Awesome Fanart!!

2017-08-23 14:09
[syndicated profile] omgcheckplease_feed
ngoziu:The super-talented Hamlet-Machine created some wonderful Check, Please! art over on Twitter!...
[syndicated profile] omgcheckplease_feed


Thanks to everyone who made their way to Flame Con 2017! Every reader I met was incredibly enthusiastic and positive, and as always, it’s an honor. Talking to you guys in person is my favorite part of conventions. A reader requested a sketch of Parse in their copy of Check, Please: Year Two so there you go! Parse says “thanks!”

My next conventions are STAPLE in Austin, TX Sept 9th & 10th and SPX in Bethesda, MD Sept 16th & 17th!

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[syndicated profile] omgcheckplease_feed

Tables 20 & 21
August 19th & 20th, Sat & Sun

Hey, y'all! Check, Please will be at Flame Con in Brooklyn, NY this weekend at Tables 20 & 21! Doors open at noon each day and you should totally drop by to grab awesome merch!  Not only will I have Check Please: Year One & Year Two, I’ll have Huddles!, keychains, sticker sheets, posters, SMH patches and pie pins!

Flame Con is New York City’s Queer Comic Con and features creators and celebrities from ALL over LGBTQ geek fandom. If you didn’t know Sunday is YOUTH DAY and all attendees under 21 attend Flame Con for FREE. (Woot woot ALL AGES!) So even more reason to stop by! 

(★Reblogs help spread the word!) See y’all there!

[syndicated profile] realsocialskills_feed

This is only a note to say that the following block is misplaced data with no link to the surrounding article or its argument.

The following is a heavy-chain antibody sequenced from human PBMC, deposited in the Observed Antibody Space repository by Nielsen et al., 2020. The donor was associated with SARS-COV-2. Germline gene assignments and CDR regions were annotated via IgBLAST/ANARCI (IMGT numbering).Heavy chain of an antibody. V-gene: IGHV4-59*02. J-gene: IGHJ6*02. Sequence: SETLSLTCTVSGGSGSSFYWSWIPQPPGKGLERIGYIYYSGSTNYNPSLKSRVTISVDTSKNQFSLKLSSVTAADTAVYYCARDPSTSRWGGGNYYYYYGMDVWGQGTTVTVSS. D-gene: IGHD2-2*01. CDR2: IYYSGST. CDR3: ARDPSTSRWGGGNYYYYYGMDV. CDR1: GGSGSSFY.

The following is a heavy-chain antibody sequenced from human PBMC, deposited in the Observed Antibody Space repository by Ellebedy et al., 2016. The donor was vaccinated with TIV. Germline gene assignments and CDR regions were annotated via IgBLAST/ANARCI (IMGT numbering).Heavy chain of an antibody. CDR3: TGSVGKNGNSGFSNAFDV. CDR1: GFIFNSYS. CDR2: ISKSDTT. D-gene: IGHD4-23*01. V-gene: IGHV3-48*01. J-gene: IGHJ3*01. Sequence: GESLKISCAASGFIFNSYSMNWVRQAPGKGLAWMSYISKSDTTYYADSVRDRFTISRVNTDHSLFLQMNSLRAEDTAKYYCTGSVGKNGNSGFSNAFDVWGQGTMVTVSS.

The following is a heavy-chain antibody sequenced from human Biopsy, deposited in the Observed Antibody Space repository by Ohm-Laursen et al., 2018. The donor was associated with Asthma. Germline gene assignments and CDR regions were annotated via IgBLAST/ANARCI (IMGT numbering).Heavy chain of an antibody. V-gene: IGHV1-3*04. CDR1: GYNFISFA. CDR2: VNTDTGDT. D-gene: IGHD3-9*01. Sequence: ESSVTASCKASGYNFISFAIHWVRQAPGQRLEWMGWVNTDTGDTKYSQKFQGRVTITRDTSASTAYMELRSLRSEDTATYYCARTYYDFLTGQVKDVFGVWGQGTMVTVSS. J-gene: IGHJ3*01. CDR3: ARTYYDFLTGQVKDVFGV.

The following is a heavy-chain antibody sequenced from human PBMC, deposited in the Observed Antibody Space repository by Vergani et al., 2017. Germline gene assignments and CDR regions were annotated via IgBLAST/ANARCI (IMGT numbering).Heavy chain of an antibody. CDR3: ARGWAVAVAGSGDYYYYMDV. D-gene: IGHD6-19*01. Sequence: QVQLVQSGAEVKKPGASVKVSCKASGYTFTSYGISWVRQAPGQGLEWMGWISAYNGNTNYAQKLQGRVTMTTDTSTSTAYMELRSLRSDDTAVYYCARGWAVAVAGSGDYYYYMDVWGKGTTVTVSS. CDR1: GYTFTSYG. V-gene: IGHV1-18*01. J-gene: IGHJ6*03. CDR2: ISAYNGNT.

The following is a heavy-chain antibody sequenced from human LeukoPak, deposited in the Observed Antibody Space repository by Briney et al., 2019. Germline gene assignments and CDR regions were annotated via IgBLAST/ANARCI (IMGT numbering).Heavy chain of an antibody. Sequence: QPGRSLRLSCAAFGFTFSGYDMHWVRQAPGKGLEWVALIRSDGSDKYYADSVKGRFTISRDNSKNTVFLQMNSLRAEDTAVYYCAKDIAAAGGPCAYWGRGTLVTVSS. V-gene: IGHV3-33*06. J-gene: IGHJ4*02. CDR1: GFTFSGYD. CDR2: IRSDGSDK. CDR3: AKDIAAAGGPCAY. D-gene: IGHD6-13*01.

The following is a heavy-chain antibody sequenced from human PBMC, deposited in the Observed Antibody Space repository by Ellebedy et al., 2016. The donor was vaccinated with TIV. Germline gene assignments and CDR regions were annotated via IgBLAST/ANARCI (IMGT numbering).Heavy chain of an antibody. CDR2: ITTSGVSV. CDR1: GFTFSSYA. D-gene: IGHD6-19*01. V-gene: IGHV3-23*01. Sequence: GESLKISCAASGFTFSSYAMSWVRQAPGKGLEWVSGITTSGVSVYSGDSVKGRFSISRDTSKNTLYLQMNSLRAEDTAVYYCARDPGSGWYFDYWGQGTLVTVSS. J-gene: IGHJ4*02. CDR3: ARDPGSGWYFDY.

In advocacy/activist space, we’ve gotten really good at noticing and naming oppression. We’ve gotten really good at criticizing the things that people are doing wrong, and demanding change. We’re also good at noticing organizations and people who shouldn’t be supported, and explaining why people shouldn’t support them.

This is important — and it’s not enough. We need to be equally good at noticing and naming things that *are* worth supporting. We need to be equally good at noticing what people are doing well, describing why their approach is good, and finding ways to support it. Calling out isn’t enough. We need to seek out things to lift up.

When we focus exclusively on finding things to call out, we send the implicit message that nothing good anyone is doing is worthy of our attention. But none of the work of building a better world happens by itself. It depends on the people who are putting the effort into doing the work. When we ignore the value of the work people are doing, we both harm those people and the work itself.

The work is hard, exhausting, and vital. It’s also often thankless — because we’re not acknowledging it in the way we need to be. Often, doing activism and advocacy means signing up for a life of being paid less than a living wage (or volunteering your very limited time), having your work ignored, and being noticed by your community only when people are angry at you.

This is particularly common when the work is done by marginalized people. Our culture socializes us to ignore the work that women and other marginalized groups do, except when we find reason to criticize it. This dynamic carries over into activism/advocacy spaces. It’s just as toxic when we do it as when corporations do it.

There’s nothing inevitable about this. We can make it stop. We can pay attention to the work people are doing, and we can show respect to the people doing it. We can describe the worthwhile things people are doing, and talk about why they should be valued. We can seek out ways to support what people are doing, whether that means donating, signal boosting, going out and voting, connecting people to each other, or any number of other things. By getting just as good at support as we are at call outs, we can make the world much better.


rmc28: Rachel smiling against background of trees, with newly-cut short hair (Default)
Rachel Coleman

August 2017

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